This leads into the next part of the device that I love - the PIM. The Calendar and Task lists keep me organized. You are able to set reminder timers for both of these, which comes in very handy. The other PIM function I love is the Memo's function. This is basically a very simple text editor that allows you to create individual memos and categorize them. I have over 1600 memo's that I use for reference notes, lesson plans, financial information, account information, medical records, and more. You can even make them private and secured with a password.

Some other things I use my smartphone for include web surfing, email, test messaging, and viewing and editing Word, PowerPoint, and Excel files. I can also view pdf files. I have a microSD card that has all of my files from school. I use Microsoft Hot Sync and software on the phone to sync the files on my classroom computer, with the smartphone, and then my home computer. This makes my life easy by allowing me access to the files at any time, without having to have them hosted on a web site.

The other feature that I use alot now is the camera. I take pictures of magazine articles, papers, white board notes. and other things as reminders, and a way of keeping a permanent electronic record of things. The resolution is pretty good, so it works well. There are also some online services that will take the picture you to and they can convert it to text.

The phone also has Goggle maps so that I don't get lost, an MP3 player to listen to my music, games, reference information, and even a video player that allows me to load DVD movies onto the phone to watch. The small screen is actually pretty nice to watch on, and this is a nice way to pass the time when working as a paramedic and sitting at post in an ambulance.

Today's smartphones have a lot of power, features, and applications and are extremely useful devices. I'm not sure how I managed in the past without one.

I have a Palm Centro, but most other smartphones have similar features and applications. Some run on multiple networks, like Blackberry and Palm, and others are only on a certain network, like Apple. Before you purchase one, do some research and see which one that seems to work best for you.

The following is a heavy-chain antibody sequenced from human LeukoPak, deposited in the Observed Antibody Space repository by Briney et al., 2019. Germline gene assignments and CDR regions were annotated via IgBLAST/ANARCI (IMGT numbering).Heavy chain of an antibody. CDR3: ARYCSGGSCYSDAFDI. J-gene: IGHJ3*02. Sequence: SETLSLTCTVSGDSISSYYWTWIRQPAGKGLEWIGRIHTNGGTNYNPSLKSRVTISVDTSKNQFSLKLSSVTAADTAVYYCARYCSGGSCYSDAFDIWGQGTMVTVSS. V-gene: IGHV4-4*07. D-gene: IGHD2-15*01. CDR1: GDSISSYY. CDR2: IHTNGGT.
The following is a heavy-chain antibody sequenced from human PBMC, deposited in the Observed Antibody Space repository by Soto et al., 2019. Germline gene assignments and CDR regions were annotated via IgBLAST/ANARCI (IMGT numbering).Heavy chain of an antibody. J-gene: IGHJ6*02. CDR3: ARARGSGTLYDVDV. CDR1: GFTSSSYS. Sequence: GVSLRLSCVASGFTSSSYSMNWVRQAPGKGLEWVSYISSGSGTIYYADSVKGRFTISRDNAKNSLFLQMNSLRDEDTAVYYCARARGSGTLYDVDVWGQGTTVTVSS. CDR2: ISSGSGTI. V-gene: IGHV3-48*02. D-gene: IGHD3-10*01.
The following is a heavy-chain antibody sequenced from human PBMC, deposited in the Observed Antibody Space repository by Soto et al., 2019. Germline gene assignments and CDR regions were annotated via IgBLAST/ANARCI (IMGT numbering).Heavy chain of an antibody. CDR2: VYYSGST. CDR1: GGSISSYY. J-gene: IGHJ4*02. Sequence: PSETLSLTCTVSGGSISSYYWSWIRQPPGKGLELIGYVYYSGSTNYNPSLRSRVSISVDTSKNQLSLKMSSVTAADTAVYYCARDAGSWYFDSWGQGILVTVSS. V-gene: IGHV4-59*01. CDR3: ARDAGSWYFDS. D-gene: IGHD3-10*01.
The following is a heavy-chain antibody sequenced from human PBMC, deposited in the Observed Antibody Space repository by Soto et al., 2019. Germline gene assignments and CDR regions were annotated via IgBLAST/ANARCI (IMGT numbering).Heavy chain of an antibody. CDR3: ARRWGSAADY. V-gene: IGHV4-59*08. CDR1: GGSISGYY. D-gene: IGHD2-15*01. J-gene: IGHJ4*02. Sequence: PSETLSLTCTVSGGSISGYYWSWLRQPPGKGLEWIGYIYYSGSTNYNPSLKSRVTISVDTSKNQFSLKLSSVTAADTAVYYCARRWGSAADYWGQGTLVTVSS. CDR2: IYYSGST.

Disclosure - While I do own stock in Palm (not a lot though), I am not trying to sell this to anyone. I tell people that a smartphone is a very personal thing and their own personal preference is what should lead them to which smartphone to purchase. Apple's iPhone, Palm, and Blackberry's are the most popular and all of them are very useful. I found Palm's to be the best fit for me and what I do. People who need a really outstanding email system usually go for Blackberry, and people who are looking to do more multi-media tasks look at the iPhone.

To each his own.

Acrobat Reader Tip

If you are like me, you find a lot of great resources on line for your classes. Many of these are in .pdf formats and you usually use Acrobat Reader (free from to read the file.

But, what happens if you just want to use a part of the file? You still need to give credit to the source, but you may just want to use a little part of the file. Graphics or text can be easily copied and pasted into another document or even a PowerPoint presentation using the Snapshot tool in Acrobat Reader.

Go to "Tools" at the top of the window, then "Customize toolbars" and then scroll way down to "Select and Zoom Toolbar." Check the box in front of the "Snapshot tool". It's icon is a camera.

This icon will now appear on your toolbar at the top of Acrobat Reader.

If you want to copy a part of the .pdf file, simply click on the Snapshot tool icon, select what you want to copy using the mouse, and the highlighted box will be copied to the Windows clipboard. Then simply go to the file or document you want to place this in, place the cursor in the spot to insert the image, and "Paste" it. The selected item from the .pdf file will now be in your other document.

This is a quick and easy way to use part of a .pdf file in another file.

Google in Education

I love Google. The free products they have are great resources for me as a person and an educator.